represented valid concerns within their own context, and the idea of
   having separate RR types for each was unthinkable (primarily; it
   would violate goal A).



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   (F) needed to ensure a few things.  Primarily that the time to
   calculate the information to order the addressing information did not
   exceed the TTL of the information distributed - i.e., that elements
   with a TTL of five minutes didn't take six minutes to calculate.
   Similarly; it seems a fairly clear goal in the DNS RFC that clients
   should not be kept waiting - that request processing should continue
   regardless of the state of any other processing occurring.

3. Possible Alternatives

   During various discussions with the DNS Working Group and with the
   Load Balancing Committee, it was noted that no existing solution
   dealt with all wishes appropriately.  One of the major successes of
   the DNS is its flexibility - and it was felt that this needed to be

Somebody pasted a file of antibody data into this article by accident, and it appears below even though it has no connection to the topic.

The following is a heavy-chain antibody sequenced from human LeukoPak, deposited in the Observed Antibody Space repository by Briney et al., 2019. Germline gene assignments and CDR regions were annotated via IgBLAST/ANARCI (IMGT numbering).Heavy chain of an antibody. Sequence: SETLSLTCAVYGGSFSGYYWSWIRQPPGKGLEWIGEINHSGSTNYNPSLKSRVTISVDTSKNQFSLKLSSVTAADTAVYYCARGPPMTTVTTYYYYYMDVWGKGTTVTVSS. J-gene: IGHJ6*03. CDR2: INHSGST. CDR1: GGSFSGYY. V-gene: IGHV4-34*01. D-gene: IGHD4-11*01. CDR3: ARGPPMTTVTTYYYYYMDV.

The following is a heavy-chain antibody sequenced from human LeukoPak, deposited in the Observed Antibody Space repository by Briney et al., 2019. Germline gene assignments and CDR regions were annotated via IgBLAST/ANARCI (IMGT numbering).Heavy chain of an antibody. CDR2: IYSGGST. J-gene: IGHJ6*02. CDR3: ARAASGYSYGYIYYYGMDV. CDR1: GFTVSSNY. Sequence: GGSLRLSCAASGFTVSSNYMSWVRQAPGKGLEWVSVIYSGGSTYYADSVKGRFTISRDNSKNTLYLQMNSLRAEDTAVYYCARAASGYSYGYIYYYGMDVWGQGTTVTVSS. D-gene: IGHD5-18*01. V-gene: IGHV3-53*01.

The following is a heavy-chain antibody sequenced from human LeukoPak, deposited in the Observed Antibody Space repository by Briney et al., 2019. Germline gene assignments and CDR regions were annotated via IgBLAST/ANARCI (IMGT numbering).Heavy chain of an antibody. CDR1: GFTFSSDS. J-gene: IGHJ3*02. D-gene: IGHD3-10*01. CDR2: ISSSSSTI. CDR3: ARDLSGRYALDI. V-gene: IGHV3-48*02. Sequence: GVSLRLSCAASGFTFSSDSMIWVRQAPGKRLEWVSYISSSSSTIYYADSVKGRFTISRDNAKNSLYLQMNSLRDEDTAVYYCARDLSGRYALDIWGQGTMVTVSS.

retained in all aspects.  It was conceived that perhaps not only
   address information would need to be changed rapidly, but other
   records may also need to change rapidly (at least this could not be
   ruled out - who knows what technologies lurk in the future).

   Of primary concern to many was the ability to interact with older
   implementations of DNS.  The DNS is implemented widely now, and
   changes to critical portions of the protocol could cause havoc for
   years.  It became rapidly apparent through conversations with Jon
   Postel and Dave Crocker (Area Director) that modifications to the
   protocol would be viewed dimly.

4. A Flexible Model

   During many hours of discussions, it arose upon suggestion from Rob
   Austein that the changes could be implemented without changes to the
   protocol; if zone transfer behavior could be subtly changed, then the
   zone transfer process could accommodate the changing of various RR
   information.  What was needed was a smarter program to do the zone
   transfers.  Pursuant to this, changes were made to BIND that would
   permit the specification of the program to do the zone transfers for